BELGIUM Journalismfund.eu (formerly Fonds Pascal Decroos (founded 1998))
Journalismfund.eu (known before 2013 as Fonds Pascal Decroos voor Bijzondere Journalistiek) is an independent non‐profit organisation established with the purpose of promoting quality cross-border and in-depth journalism in Europe. Fonds Pascal Decroos still exists as one of Journalismfund.eu's working grant projects.
BELGIUM Fonds Pour Le Journalisme (founded 2009)
The Fonds Pour Le Journalisme is a project run by the Belgian Union for Journalists (French-speaking part) and gives research grants to investigative journalism stories.
HUNGARY The Soma Foundation (founded 2001)
"The Gőbölyös József "Soma" Foundation seeks to enhance the functioning of democracy in Hungary by providing awards, stipends and legal defence to investigative journalists working toward greater transparency and accountability in society" according to its website.
NORWAY Skup (founded 1990)
The Norwegian foundation for investigative journalism (Stiftelsen for en Kritisk og Undersøkende Presse, SKUP) is a foundation dedicated to promoting investigative journalism in Norway. It was established in 1990.
POLAND Foundation for Reporters (founded 2010)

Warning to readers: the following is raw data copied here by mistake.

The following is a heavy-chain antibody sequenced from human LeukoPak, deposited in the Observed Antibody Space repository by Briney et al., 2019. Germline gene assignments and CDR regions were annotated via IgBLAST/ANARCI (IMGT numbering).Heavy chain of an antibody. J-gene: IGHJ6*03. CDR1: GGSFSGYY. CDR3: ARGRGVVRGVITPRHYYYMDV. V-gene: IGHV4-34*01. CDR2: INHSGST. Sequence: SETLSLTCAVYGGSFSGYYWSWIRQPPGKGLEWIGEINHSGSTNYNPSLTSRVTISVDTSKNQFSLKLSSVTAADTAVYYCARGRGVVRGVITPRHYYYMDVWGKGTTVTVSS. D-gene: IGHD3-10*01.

Fundacja Reporterow's Initial activities are conferences and a cross-border award.
BOSNIA AND HERZEGOVINA The Center for Investigative Reporting (founded 2004)
The Center for Investigative Reporting (CIN) is a Bosnian-based non-profit organization dedicated to helping the people of Bosnia and Herzegovina understand what is happening in their country. The goal is to give the people the information they need to make informed decisions in a participatory democracy, to hold government and government officials accountable and to promote transparency through improving the freedom to access information.
BRITAIN The Bureau of Investigative Journalism (founded 2010)
"The Bureau of Investigative Journalism officially launched on Monday 26th April 2010. The not-for-profit organisation is the first of its kind in the UK and aims to bolster original journalism by producing high-quality investigations for national and international press and broadcast media," according to its website. The £2 million start-up funding comes from David and Elaine Potter.
BRITAIN The Centre for Investigative Journalism (founded in 2003)
The Centre for Investigative Journalism advances education for, and public understanding of, investigative journalism, critical inquiry, and in-depth reporting and research. CIJ is a registered charity offering high-level training, resources and research to the community, journalists, students, non-governmental organisations and others interested in public integrity and the defence of the public interest. It is based at the City University in London.